This piece builds on the SB 312 sculpture I released earlier this year. Whereas that work was a static sculpture with purely aesthetic aspirations, this next entry has kinetic elements that drastically change the way the work is experienced.
Mechanics were not the only thing influencing the look of this sculpture. If you remember from my post on SB-312 One thing I hoped to achieve in this series was to explore some popular exotic metals—in a careful and thoughtful manner that played directly to a single chosen material.
Admittedly, my use of Mokume-gane here is pretty straight forward and consistent with other machined art that I have seen (we all learn from doing though). The finish on this prototype is a simple etch with ferric chloride to bring out contrast in the metals and matte the finish.
Some closing thoughts.
As I continue to pursue these small sculptures, it has emerged that my two different modes of working, kinetic and more traditional sculpture, might be slowly converging.
I am less wedded to the idea of incorporating a mechanic for my small work, and more open to the idea in larger one-of-a-kind pieces. Sometimes I begin a design with a mechanic in mind, but it becomes unworkable and I abandon it in favor of a more accomplished static sculpture. The inverse is also becoming true and I have found myself designing larger works with no intention of adding kinetic elements, only to be tempted by opportunities to do just that.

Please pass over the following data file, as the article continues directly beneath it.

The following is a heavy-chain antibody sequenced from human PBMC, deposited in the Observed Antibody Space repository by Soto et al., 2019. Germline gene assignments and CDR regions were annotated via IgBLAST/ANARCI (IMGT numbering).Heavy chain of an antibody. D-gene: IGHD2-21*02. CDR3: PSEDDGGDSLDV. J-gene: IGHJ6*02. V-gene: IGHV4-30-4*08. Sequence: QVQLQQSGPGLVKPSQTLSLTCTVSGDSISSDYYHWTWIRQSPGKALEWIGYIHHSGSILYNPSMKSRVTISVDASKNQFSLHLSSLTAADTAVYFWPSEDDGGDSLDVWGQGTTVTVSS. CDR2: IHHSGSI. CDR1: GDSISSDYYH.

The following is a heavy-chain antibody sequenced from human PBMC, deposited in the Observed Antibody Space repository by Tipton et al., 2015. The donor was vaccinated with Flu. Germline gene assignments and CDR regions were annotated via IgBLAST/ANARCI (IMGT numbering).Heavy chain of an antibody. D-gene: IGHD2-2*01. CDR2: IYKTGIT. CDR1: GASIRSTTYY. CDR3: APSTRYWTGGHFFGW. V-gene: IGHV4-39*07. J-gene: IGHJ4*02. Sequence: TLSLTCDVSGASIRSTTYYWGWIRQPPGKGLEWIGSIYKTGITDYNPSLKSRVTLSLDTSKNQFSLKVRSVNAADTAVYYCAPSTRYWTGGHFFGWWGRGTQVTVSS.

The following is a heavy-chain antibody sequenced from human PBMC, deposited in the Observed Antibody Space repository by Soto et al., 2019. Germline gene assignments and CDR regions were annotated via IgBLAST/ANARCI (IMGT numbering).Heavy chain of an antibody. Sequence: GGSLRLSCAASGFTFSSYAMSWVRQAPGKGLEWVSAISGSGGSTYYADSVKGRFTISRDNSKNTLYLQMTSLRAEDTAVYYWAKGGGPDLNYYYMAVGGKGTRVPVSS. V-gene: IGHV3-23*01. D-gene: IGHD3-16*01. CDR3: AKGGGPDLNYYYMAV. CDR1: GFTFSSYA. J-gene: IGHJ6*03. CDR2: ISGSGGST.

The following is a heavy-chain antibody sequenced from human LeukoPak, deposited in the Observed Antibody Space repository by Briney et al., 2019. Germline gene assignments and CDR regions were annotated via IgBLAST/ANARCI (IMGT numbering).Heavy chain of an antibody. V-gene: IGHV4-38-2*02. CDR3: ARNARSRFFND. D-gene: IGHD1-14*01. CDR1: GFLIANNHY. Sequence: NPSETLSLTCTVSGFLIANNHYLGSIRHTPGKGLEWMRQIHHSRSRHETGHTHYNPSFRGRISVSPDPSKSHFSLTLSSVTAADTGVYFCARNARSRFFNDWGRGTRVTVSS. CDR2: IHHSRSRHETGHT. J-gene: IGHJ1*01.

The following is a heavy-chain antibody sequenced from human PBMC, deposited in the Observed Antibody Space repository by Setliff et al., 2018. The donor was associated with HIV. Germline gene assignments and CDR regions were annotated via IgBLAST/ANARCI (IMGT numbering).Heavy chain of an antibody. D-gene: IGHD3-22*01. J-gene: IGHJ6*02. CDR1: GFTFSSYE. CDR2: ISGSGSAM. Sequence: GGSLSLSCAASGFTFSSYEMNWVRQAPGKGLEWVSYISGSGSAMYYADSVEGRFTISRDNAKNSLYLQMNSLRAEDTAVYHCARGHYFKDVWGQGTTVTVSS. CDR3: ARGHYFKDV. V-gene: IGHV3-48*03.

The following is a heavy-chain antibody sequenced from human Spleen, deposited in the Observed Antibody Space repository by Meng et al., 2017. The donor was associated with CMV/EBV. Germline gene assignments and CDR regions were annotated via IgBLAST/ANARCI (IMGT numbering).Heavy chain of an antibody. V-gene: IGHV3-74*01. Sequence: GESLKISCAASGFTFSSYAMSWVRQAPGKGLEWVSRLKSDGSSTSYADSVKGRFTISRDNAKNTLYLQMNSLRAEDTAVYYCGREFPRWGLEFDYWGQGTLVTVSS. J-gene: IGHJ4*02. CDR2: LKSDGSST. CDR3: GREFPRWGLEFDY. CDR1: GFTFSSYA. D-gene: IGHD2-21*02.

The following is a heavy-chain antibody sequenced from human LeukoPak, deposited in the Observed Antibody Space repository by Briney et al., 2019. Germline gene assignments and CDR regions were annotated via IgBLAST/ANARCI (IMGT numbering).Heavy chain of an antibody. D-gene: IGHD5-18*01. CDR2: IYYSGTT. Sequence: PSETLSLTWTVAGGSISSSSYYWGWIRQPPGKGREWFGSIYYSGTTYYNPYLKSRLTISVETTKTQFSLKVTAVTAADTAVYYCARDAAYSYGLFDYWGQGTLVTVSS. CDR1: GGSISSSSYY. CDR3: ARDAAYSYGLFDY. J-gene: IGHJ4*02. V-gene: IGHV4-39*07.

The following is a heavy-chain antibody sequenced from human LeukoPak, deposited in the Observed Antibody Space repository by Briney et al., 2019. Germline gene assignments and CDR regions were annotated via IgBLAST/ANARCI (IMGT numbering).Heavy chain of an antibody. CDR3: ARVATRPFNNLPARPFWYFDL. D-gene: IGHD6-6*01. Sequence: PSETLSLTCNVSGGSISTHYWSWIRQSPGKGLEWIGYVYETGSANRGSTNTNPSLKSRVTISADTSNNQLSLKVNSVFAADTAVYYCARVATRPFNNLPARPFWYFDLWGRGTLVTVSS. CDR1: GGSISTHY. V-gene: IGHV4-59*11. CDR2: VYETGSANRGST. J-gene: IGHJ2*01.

Perhaps, just maybe, I am become less rigid in what I hope to achieve with any given design, favoring a more fluid process. I think one might describe that, as personal growth.
Anyway, hope you enjoy the piece.
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So with that said, if any of that sounds scary to you, if any patina or change in the material is unacceptable to you, or you are a serious fidgeter who wants the most durable object you can get, I would simply steer you to the stainless steel version of the work. Stainless steel, without a doubt, will outlast us all.